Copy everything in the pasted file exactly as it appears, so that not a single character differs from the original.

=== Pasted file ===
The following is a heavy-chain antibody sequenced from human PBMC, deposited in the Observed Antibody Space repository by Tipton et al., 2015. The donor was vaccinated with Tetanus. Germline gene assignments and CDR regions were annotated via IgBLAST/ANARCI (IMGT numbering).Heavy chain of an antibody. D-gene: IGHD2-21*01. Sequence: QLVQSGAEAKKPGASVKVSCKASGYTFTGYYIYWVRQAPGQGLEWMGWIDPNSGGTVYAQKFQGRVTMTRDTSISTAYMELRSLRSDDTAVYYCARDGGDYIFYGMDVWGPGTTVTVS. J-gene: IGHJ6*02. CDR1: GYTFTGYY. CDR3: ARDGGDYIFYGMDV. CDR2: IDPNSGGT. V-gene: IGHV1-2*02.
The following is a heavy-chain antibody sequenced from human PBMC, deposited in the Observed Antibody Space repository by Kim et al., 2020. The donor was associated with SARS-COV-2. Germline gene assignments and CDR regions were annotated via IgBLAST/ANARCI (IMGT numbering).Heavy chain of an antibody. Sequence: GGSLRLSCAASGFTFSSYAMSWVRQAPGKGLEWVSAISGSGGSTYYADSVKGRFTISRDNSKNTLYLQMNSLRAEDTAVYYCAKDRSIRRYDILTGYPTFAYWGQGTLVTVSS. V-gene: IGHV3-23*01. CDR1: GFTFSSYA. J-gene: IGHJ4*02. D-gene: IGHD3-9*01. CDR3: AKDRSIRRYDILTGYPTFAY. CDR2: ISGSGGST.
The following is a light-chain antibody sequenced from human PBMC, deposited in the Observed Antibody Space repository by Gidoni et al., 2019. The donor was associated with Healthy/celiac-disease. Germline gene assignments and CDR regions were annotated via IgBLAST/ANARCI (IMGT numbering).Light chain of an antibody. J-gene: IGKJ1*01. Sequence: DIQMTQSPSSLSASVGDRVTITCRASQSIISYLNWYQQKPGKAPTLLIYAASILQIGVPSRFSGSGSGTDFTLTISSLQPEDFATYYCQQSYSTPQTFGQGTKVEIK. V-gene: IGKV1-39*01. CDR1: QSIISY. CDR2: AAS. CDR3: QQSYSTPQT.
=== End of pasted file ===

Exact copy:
The following is a heavy-chain antibody sequenced from human PBMC, deposited in the Observed Antibody Space repository by Tipton et al., 2015. The donor was vaccinated with Tetanus. Germline gene assignments and CDR regions were annotated via IgBLAST/ANARCI (IMGT numbering).Heavy chain of an antibody. D-gene: IGHD2-21*01. Sequence: QLVQSGAEAKKPGASVKVSCKASGYTFTGYYIYWVRQAPGQGLEWMGWIDPNSGGTVYAQKFQGRVTMTRDTSISTAYMELRSLRSDDTAVYYCARDGGDYIFYGMDVWGPGTTVTVS. J-gene: IGHJ6*02. CDR1: GYTFTGYY. CDR3: ARDGGDYIFYGMDV. CDR2: IDPNSGGT. V-gene: IGHV1-2*02.
The following is a heavy-chain antibody sequenced from human PBMC, deposited in the Observed Antibody Space repository by Kim et al., 2020. The donor was associated with SARS-COV-2. Germline gene assignments and CDR regions were annotated via IgBLAST/ANARCI (IMGT numbering).Heavy chain of an antibody. Sequence: GGSLRLSCAASGFTFSSYAMSWVRQAPGKGLEWVSAISGSGGSTYYADSVKGRFTISRDNSKNTLYLQMNSLRAEDTAVYYCAKDRSIRRYDILTGYPTFAYWGQGTLVTVSS. V-gene: IGHV3-23*01. CDR1: GFTFSSYA. J-gene: IGHJ4*02. D-gene: IGHD3-9*01. CDR3: AKDRSIRRYDILTGYPTFAY. CDR2: ISGSGGST.
The following is a light-chain antibody sequenced from human PBMC, deposited in the Observed Antibody Space repository by Gidoni et al., 2019. The donor was associated with Healthy/celiac-disease. Germline gene assignments and CDR regions were annotated via IgBLAST/ANARCI (IMGT numbering).Light chain of an antibody. J-gene: IGKJ1*01. Sequence: DIQMTQSPSSLSASVGDRVTITCRASQSIISYLNWYQQKPGKAPTLLIYAASILQIGVPSRFSGSGSGTDFTLTISSLQPEDFATYYCQQSYSTPQTFGQGTKVEIK. V-gene: IGKV1-39*01. CDR1: QSIISY. CDR2: AAS. CDR3: QQSYSTPQT.